Sol Lederman, who runs the blog Wild About Math!, has started a new blog about something called Brain Integration, billed as “a revolutionary stress management process that permanently improves the flow of information in the brain in less than ten hours, with no drugs or surgery.” Sol describes the focus of his new blog:
It journals my personal experience with being CURED from a lifetime of ADD. Before Brain Integration I couldn’t sit still for very long, I’d shy away from detail-oriented tasks or tasks that required organization, my focus was poor, I would get easily distracted, and my self-esteemed suffered from all of that. Post-ADD, I’m calm, centered, can sit at the computer for hours at a time if I need to get something done, I don’t get distracted when I need to focus, I’m organized, and I’m willing to do detail-oriented tasks.
Sounds interesting, and somehow it seems counter-cultural to suggest that ADD is a condition which ought to be cured and can be without expensive and pervasive drug therapy.
I remember working during graduate school as a tutor at one of those expensive tutoring service franchises in an affluent part of Nashville, and we’d get parents all the time coming in proclaiming — with an attitude that was approaching pride — that their child was ADD and/or Learning Disabled in Math. Whenever I’d suggest that, with proper tutoring and learning strategies being employed, the child might once and for all get over ADD or LD, the parents actually seemed appalled, like if that ever happened then their child would have to live up to normal expectations, God forbid.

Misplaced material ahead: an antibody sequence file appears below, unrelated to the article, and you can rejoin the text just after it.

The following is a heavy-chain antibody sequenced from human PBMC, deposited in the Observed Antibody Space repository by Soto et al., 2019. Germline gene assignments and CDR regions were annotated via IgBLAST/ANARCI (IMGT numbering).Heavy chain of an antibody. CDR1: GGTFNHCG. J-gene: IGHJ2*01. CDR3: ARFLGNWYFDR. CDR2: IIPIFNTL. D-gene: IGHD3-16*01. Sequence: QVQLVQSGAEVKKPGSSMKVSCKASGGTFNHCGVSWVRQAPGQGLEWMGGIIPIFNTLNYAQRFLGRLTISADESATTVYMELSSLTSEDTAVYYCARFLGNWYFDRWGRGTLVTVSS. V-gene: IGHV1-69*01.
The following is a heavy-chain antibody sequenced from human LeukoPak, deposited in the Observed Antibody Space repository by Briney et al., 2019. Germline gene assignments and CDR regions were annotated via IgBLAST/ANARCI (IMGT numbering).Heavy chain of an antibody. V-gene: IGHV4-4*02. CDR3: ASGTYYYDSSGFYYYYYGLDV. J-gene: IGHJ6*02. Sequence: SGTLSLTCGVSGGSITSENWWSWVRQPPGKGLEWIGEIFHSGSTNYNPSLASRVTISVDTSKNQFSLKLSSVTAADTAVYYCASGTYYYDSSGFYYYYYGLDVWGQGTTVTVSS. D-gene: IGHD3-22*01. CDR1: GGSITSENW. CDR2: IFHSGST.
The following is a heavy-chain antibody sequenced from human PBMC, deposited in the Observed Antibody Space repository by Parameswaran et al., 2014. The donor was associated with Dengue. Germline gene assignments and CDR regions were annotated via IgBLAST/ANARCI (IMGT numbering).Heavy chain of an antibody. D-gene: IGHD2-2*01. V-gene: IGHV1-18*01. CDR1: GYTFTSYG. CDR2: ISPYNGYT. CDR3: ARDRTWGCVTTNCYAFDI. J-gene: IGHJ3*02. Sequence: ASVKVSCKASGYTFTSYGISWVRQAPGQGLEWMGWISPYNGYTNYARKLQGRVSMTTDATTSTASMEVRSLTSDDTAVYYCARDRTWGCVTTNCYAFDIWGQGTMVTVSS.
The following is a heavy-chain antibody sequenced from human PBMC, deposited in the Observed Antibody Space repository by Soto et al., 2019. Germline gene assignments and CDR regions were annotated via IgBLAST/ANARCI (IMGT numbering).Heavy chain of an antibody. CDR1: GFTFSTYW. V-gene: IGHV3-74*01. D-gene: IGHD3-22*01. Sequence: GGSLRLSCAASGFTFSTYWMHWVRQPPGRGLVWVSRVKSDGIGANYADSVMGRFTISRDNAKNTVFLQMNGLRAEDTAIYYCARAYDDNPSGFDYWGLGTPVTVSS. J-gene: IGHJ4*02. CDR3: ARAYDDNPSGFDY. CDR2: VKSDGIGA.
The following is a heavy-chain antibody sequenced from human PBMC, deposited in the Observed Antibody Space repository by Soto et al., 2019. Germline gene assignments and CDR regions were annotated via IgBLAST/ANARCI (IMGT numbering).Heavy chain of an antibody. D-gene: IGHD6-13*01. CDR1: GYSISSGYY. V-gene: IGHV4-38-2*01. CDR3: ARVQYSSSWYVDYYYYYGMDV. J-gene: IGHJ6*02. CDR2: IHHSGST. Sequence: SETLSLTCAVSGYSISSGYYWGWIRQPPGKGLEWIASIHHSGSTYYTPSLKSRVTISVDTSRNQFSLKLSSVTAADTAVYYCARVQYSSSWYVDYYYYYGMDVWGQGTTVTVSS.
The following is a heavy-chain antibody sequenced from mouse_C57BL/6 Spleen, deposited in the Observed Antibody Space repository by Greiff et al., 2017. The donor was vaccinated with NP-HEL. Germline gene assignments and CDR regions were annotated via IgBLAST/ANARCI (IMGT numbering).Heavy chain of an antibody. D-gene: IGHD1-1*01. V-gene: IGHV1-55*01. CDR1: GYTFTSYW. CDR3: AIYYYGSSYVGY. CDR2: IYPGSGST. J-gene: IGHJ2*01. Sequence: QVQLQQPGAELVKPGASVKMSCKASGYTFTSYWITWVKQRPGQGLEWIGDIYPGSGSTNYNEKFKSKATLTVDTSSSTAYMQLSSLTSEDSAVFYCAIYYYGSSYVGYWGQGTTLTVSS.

(Disclaimer: Before anyone gets offended at that last statement — Two of the better students I have ever had in my career were clinically diagnosed with ADD/ADHD, and rather than accept that they simply were psychologically unable to perform well at college level math or insist that success in math be defined down to terms they could easily accomplish, they worked with me to learn how to study the subject in ways that worked for them, and then worked their tails off, and ended up outperforming most of the other non-ADD students in the class. I think that they might have discovered on their own something like what Sol is blogging about now. I’ve got no problem working with ADD students; what I do have a problem with is someone accepting an ADD diagnosis as though it were some divine revelation of their eternal destiny, forever capping their ability to work and think and totally out of their control.)